At the Highland Park School Board meeting on Dec. 8, board members became students in a lecture on sustainability. The teachers were a Highland Park Middle School student and two Highland Park High School students.
And the winners in this role reversal lesson eventually could be all the residents of Highland Park now and in the future.
During the public comment portion of the meeting, students asked the School Board to pass a resolution at its next meeting (Monday, Jan. 5, 2015) to join Sustainable Jersey for Schools, a non-for-profit certification program for New Jersey public schools whose goal is to go green, conserve resources and take steps to create a brighter future.
Eighth grader Sophia McDermott-Hughes and two high school students Sarah Liebau and Hailey Conrad gave persuasive and passionate arguments for becoming part of the Sustainable Jersey for Schools Program. Dr. Melanie McDermott introduced the presentation but acknowledged that the words of the student advocates would have the most impact.
“I am very excited for this opportunity for our schools not only to do something good for the environment (and our budget) while raising student environmental awareness, but even more importantly to let our young people find out for themselves that they can make a difference in confronting big problems by organizing for local action,” Dr. McDermott said, before turning over the podium to the students.
Sophia McDermott-Hughes picked up where her mother left off.
“If any generation is going to change the world and turn climate change around, it’s us. But to do that, it is imperative that we get the education that we need. Climate change is not only real, it is something that we can stop, and that’s something that young people of my generation tend to forget. I cannot stress enough how important it is to teach the youth to speak up and let their voices be heard on environmental issues. Please, give us the opportunity to learn and for Highland Park Schools to be leaders in the worldwide movement for environmental change.”
High-schooler Sarah Liebau described to Highland Park Planet how she was inspired to become involved in the Sustainable Jersey for Schools movement. “While I have always cared deeply for the environment, most of my life, like a lot of the population, I felt like the only thing I could really do to contribute was recycle, and the rest would be up to law makers, which truth be told scared me, as environmental reform is not a priority for most politicians. At the end of my freshman year of high school, my history teacher, Lindsey Wilson, came to me with the idea of starting an environmental club. I was unsure about the idea at first, but once I pursued it, I opened my eyes to a whole new way of life. I realized that there are so many things an individual can and should do to help the environment, and that even as minors, as long as we take initiative, my peers and I can truly make a difference.”
Sustainable Jersey for Schools is modeled after the successful municipal program. Currently 419 of New Jersey 565 municipalities are participating in Sustainable Jersey, and 171 are certified. Highland Park is one of 22 municipalities certified at the Silver Level (currently the highest level). Working through a participatory process with 30 issue based Task Forces, composed of local officials, educators, academics, and non-profit groups, Sustainable Jersey identifies specific “actions” that schools and districts can implement to achieve a high quality standard of living over the long term. The actions cover such issues as: energy and water conservation; recycling; eliminating toxic chemicals in the school; indoor air quality; safe routes to school; and in-classroom environmental and sustainability education.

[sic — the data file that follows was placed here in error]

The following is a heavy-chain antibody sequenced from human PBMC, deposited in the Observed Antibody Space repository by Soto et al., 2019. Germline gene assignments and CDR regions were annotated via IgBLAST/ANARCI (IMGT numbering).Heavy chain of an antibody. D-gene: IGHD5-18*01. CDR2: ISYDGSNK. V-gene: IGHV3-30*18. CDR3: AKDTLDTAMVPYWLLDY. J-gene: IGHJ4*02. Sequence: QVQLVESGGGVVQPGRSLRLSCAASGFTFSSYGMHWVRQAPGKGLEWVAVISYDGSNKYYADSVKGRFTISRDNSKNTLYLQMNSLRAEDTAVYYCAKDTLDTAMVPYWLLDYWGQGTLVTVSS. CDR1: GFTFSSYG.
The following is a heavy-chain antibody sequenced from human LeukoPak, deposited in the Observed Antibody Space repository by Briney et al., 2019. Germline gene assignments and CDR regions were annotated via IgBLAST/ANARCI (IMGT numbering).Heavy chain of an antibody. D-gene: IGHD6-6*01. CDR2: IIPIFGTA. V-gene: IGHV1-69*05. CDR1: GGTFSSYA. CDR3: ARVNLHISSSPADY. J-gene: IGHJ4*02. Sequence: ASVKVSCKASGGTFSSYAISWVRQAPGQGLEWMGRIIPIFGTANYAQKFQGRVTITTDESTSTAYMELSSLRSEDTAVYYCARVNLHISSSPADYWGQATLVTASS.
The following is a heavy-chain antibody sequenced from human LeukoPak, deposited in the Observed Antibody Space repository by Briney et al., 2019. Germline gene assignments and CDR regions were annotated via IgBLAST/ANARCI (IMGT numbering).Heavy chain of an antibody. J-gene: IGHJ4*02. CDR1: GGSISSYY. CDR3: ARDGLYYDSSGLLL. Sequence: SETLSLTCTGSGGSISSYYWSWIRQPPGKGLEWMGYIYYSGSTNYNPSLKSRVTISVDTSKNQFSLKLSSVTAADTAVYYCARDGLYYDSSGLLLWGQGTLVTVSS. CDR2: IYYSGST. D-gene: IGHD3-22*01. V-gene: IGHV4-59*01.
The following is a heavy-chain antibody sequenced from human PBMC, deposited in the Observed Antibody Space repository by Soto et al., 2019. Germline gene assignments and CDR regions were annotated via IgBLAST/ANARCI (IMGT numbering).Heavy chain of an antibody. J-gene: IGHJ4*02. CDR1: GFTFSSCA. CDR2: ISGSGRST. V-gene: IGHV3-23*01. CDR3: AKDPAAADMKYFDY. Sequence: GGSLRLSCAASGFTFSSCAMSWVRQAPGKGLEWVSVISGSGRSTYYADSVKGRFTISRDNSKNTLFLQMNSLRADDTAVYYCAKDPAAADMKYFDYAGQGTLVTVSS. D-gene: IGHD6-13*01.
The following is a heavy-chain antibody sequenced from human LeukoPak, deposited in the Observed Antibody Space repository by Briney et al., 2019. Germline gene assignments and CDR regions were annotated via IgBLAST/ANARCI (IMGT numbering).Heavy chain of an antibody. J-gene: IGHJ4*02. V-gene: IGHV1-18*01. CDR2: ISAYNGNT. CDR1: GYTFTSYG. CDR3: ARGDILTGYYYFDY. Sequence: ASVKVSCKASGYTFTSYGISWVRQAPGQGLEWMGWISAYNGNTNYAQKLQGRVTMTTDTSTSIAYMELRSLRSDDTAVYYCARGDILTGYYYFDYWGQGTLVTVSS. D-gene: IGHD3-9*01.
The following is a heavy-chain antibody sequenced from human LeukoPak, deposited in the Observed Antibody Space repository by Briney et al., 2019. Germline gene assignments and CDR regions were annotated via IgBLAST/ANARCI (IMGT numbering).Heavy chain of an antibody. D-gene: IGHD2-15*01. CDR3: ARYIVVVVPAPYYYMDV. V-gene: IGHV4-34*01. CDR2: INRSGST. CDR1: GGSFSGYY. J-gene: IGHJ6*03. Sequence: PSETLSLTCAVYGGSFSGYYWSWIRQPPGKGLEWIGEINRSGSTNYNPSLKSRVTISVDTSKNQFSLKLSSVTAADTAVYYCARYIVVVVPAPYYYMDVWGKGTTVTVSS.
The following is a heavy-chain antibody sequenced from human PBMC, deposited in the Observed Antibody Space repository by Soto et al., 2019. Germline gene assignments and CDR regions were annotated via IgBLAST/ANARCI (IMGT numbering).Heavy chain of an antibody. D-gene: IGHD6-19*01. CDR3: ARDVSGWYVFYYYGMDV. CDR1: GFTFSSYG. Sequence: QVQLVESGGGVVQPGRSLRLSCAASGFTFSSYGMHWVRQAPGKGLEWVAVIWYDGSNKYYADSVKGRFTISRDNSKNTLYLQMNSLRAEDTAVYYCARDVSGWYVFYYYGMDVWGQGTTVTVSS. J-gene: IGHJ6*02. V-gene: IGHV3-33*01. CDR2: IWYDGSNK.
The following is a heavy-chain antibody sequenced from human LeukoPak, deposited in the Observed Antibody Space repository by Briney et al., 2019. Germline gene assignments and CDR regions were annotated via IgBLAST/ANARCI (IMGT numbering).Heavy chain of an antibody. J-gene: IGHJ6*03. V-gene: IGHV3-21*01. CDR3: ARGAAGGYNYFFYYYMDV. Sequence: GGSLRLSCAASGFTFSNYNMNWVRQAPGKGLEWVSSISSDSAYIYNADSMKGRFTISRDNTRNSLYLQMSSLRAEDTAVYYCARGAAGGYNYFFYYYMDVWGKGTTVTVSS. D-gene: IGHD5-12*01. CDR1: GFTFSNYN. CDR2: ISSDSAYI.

Sustainable Jersey for Schools provides tools, training and financial incentives to support the schools as they implement the actions. Each action is worth a certain number of points, and if the school can document implementation of 150 points they can achieve the Bronze Level of Certification.
The program is free, and according to Sustainable Jersey, many of the actions lead to cost savings in energy, water, and garbage bills, and thus free up money for the classroom. In addition, Sustainable Jersey works to make additional resources available for participating schools. Currently they are offering $100,000 worth of small grants to participating schools in what they hope will be the first of many small grant cycles.
The first step in the process would be for the school board to pass the requested resolution expressing its commitment to enrolling the district in the program, forming a district Green Team, and appointing a liaison to Sustainable Jersey. Once the district is registered, each school may then form a school Green Team and begin to implement new sustainability practices. Thereafter each school can submit evidence of completion of a menu of environmental actions to earn points towards certification.
The speakers all urged the school board to act at the next meeting so the district could be registered in time to put in an application during the 2015 registration period (January through March) and to be eligible to compete for a small grant.
The role reversal lesson continues at the Jan. 5th board meeting – and the sustainability advocates hope the board members will pass the test with an A+ by passing the resolution.